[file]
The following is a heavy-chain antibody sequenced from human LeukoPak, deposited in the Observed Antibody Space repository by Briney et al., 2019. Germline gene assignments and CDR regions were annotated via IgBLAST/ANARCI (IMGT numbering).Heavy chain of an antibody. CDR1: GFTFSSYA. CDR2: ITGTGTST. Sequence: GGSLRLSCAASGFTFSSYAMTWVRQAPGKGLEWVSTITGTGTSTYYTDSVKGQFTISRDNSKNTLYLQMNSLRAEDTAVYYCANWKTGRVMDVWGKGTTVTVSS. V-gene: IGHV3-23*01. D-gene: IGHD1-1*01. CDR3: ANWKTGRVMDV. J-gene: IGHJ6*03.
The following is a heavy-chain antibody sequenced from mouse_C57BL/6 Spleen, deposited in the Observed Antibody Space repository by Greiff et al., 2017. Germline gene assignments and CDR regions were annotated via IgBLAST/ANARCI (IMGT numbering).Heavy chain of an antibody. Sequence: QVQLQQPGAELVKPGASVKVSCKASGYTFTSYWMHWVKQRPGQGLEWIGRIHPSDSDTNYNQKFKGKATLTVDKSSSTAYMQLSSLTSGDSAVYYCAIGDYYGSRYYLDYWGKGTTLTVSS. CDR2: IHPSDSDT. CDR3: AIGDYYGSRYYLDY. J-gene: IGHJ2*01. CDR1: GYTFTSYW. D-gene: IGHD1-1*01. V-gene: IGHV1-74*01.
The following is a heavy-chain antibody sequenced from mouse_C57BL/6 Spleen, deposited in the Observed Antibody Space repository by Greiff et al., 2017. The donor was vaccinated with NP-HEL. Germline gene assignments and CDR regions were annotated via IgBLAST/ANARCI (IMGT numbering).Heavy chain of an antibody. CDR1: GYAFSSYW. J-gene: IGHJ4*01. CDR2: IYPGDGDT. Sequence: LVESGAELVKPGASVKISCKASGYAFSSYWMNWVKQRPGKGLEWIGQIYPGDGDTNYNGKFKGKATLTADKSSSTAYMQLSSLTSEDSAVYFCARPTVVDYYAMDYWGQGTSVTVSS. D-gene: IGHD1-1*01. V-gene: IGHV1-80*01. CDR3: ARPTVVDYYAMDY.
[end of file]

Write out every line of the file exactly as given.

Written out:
The following is a heavy-chain antibody sequenced from human LeukoPak, deposited in the Observed Antibody Space repository by Briney et al., 2019. Germline gene assignments and CDR regions were annotated via IgBLAST/ANARCI (IMGT numbering).Heavy chain of an antibody. CDR1: GFTFSSYA. CDR2: ITGTGTST. Sequence: GGSLRLSCAASGFTFSSYAMTWVRQAPGKGLEWVSTITGTGTSTYYTDSVKGQFTISRDNSKNTLYLQMNSLRAEDTAVYYCANWKTGRVMDVWGKGTTVTVSS. V-gene: IGHV3-23*01. D-gene: IGHD1-1*01. CDR3: ANWKTGRVMDV. J-gene: IGHJ6*03.
The following is a heavy-chain antibody sequenced from mouse_C57BL/6 Spleen, deposited in the Observed Antibody Space repository by Greiff et al., 2017. Germline gene assignments and CDR regions were annotated via IgBLAST/ANARCI (IMGT numbering).Heavy chain of an antibody. Sequence: QVQLQQPGAELVKPGASVKVSCKASGYTFTSYWMHWVKQRPGQGLEWIGRIHPSDSDTNYNQKFKGKATLTVDKSSSTAYMQLSSLTSGDSAVYYCAIGDYYGSRYYLDYWGKGTTLTVSS. CDR2: IHPSDSDT. CDR3: AIGDYYGSRYYLDY. J-gene: IGHJ2*01. CDR1: GYTFTSYW. D-gene: IGHD1-1*01. V-gene: IGHV1-74*01.
The following is a heavy-chain antibody sequenced from mouse_C57BL/6 Spleen, deposited in the Observed Antibody Space repository by Greiff et al., 2017. The donor was vaccinated with NP-HEL. Germline gene assignments and CDR regions were annotated via IgBLAST/ANARCI (IMGT numbering).Heavy chain of an antibody. CDR1: GYAFSSYW. J-gene: IGHJ4*01. CDR2: IYPGDGDT. Sequence: LVESGAELVKPGASVKISCKASGYAFSSYWMNWVKQRPGKGLEWIGQIYPGDGDTNYNGKFKGKATLTADKSSSTAYMQLSSLTSEDSAVYFCARPTVVDYYAMDYWGQGTSVTVSS. D-gene: IGHD1-1*01. V-gene: IGHV1-80*01. CDR3: ARPTVVDYYAMDY.